This email address is being protected from spambots. You need JavaScript enabled to view it.
This email address is being protected from spambots. You need JavaScript enabled to view it.

REPORTING
Leonard Banks
540-469-4196

This email address is being protected from spambots. You need JavaScript enabled to view it.

Phyllis Cook
This email address is being protected from spambots. You need JavaScript enabled to view it.

Linda Farneth
This email address is being protected from spambots. You need JavaScript enabled to view it.

Richard Leggitt
540-993-7460
This email address is being protected from spambots. You need JavaScript enabled to view it.

PRODUCTION
Drue Murray
540-709-7288
This email address is being protected from spambots. You need JavaScript enabled to view it.

Leonard Banks
540-469-4196

This email address is being protected from spambots. You need JavaScript enabled to view it.

ADVERTISING
Tanya M
540-775-2024 Main
This email address is being protected from spambots. You need JavaScript enabled to view it.
This email address is being protected from spambots. You need JavaScript enabled to view it.

ADVERTISING SALES
Charlene Franks
540-709-7075
This email address is being protected from spambots. You need JavaScript enabled to view it.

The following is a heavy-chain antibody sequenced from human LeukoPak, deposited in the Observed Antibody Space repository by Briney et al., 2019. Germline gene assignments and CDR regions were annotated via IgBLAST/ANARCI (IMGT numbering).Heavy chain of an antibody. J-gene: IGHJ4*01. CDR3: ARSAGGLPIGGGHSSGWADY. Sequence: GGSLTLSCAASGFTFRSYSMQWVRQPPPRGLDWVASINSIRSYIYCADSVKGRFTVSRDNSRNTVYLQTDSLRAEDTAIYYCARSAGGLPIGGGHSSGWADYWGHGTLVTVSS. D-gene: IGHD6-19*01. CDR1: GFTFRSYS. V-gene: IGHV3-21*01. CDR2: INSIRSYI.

Carla Gutridge
540-709-7061
This email address is being protected from spambots. You need JavaScript enabled to view it.

Dennis Verdak
540-709-7076
This email address is being protected from spambots. You need JavaScript enabled to view it.

COMMERCIAL PRINTING & SALES
Lori Deem, Print Shop
540-709-7495
This email address is being protected from spambots. You need JavaScript enabled to view it.

Tanya M.
540-775-2024 (Main)
This email address is being protected from spambots. You need JavaScript enabled to view it.
This email address is being protected from spambots. You need JavaScript enabled to view it.

OFFICE
Jessica Herrink
540-775-2024 (main)

540-469-4031
This email address is being protected from spambots. You need JavaScript enabled to view it.

Robert Berczuk
540-775-2024
This email address is being protected from spambots. You need JavaScript enabled to view it.

Drue Murray
540-709-7288
This email address is being protected from spambots. You need JavaScript enabled to view it.

SUBSCRIPTIONS
Bonnie Gouvisis

540-775-2024
This email address is being protected from spambots. You need JavaScript enabled to view it.

COMMUNITY &
CHURCH DIRECTORY

Lori Deem
540-709-7495
This email address is being protected from spambots. You need JavaScript enabled to view it.

PUBLIC NOTICES
& LEGALS

Charle Franks
540-709-7075
This email address is being protected from spambots. You need JavaScript enabled to view it.